Animals were maintained on a normal chow diet (Prolab RMH 3000; Purina-Mills, St Louis, Missouri, USA) containing 26% protein, 14% fat, and 60% carbohydrate by calorie count; given free access to tap water; and housed in a room with a 12-hour light, 12-hour dark cycle and an ambient temperature of 22°C. All protocols were approved by the Animal Use Committee of the San Francisco Veterans Affairs Medical Center. Analyses were performed with transgenic mice (AdTg) that were kindly provided by Dr. Philipp E. Scherer, University of Texas Southwestern Medical Center [25]. The region encoding amino acids 57–95, containing 13 collagen repeats, was deleted using site-directed mutagenesis. The 5.4-kb aP2 enhancer/promoter sequence (provided by Bruce M. Spiegelman, Dana-Farber Cancer Institute, Boston, MA) was introduced into the MCS region upstream of the cDNA. In addition, the simian virus 40 splice and polyadenylase sequences were introduced into the MCS region downstream of the cDNA. For expression of the full-length protein, the complete open reading frame was inserted into the MCS of pCB7 (gift from J. Casanova, Massachusetts General Hospital, Boston, MA). The details of the generation of the AdTg mice have been previously described and used previously for successful production of transgenic mice, by mating AdTg males with FVB (WT) females [25]. Male and female mice at 12 weeks were characterized. Age- and sex-matched WT littermate mice were used as controls.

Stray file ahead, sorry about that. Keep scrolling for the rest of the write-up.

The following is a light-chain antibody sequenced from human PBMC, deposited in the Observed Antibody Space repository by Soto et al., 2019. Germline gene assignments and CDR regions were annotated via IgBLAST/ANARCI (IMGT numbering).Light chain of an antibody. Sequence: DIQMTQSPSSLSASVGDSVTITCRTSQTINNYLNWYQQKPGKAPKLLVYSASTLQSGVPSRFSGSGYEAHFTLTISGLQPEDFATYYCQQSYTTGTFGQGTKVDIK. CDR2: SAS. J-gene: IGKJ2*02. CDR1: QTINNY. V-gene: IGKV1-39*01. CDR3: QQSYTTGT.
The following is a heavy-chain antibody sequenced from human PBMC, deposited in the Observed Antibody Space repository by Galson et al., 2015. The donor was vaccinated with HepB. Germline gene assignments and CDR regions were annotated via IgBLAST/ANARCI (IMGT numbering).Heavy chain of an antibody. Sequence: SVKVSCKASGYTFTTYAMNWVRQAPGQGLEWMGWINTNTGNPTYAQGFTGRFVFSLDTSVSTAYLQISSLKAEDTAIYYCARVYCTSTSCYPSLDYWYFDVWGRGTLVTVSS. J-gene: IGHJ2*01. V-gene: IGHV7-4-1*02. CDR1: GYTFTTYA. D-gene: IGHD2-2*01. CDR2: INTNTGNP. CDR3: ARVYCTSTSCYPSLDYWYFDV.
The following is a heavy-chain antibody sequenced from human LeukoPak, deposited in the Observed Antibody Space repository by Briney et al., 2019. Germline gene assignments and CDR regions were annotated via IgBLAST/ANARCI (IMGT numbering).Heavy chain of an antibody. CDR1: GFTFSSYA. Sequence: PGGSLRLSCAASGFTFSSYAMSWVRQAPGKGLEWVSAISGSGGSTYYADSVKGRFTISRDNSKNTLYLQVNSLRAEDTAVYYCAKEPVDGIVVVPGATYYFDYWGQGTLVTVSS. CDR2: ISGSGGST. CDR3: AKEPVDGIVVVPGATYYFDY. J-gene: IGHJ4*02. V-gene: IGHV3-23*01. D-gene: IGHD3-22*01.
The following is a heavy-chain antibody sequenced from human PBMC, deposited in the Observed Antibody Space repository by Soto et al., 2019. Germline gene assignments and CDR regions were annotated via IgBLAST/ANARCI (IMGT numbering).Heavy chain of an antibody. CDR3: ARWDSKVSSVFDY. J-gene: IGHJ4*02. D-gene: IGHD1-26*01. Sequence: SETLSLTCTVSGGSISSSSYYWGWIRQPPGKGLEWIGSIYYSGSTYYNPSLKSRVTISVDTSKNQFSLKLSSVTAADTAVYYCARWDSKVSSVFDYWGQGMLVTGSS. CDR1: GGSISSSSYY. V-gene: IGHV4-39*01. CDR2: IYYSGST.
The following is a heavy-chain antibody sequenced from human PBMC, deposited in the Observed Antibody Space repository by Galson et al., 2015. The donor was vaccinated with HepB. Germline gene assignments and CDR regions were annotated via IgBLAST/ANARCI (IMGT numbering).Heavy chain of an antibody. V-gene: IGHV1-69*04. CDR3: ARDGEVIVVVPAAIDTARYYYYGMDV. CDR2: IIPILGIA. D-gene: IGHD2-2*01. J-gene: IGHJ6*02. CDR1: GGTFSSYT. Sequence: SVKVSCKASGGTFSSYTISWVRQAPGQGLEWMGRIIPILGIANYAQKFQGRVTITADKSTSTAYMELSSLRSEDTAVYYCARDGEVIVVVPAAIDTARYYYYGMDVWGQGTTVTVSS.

Microcomputed Tomography (μCT)

Left femurs and tibiae were isolated and cleaned of adherent tissue. Before μCT analysis, bones were fixed for 1–2 days in 10% phosphate buffered formalin (NBF; Fisher Scientific, Pittsburgh, Pennsylvania, USA) and stored in 70% ethanol for μCT scanning. The femurs were imaged using a vivaCT-40 CT system (Scanco Medical AG, Bruttisellen, Switzerland). Imaging of cancellous bone was carried out at the distal metaphysic femur and proximal metaphysic tibia, and imaging of diaphyseal cortical bone was carried out at the tibiofibular junction (TFJ), mid-shaft of the tibia, and mid-shaft of the femur. All images were obtained using an x-ray energy of 55 kV with a voxel size of 10.5m on each side and integration time of 1000 msec. The cancellous region of interest was at a distance of 0.30–1.35 mm from the primary spongiosa. Quantitative assessment of diaphyseal cortex was conducted using data from 40 slices (0.42 mm) at the mid-femur. Cortical bone was assessed using a global thresholding protocol with segmentation values of 0.8/1/365.

Static and Dynamic Histomorphometry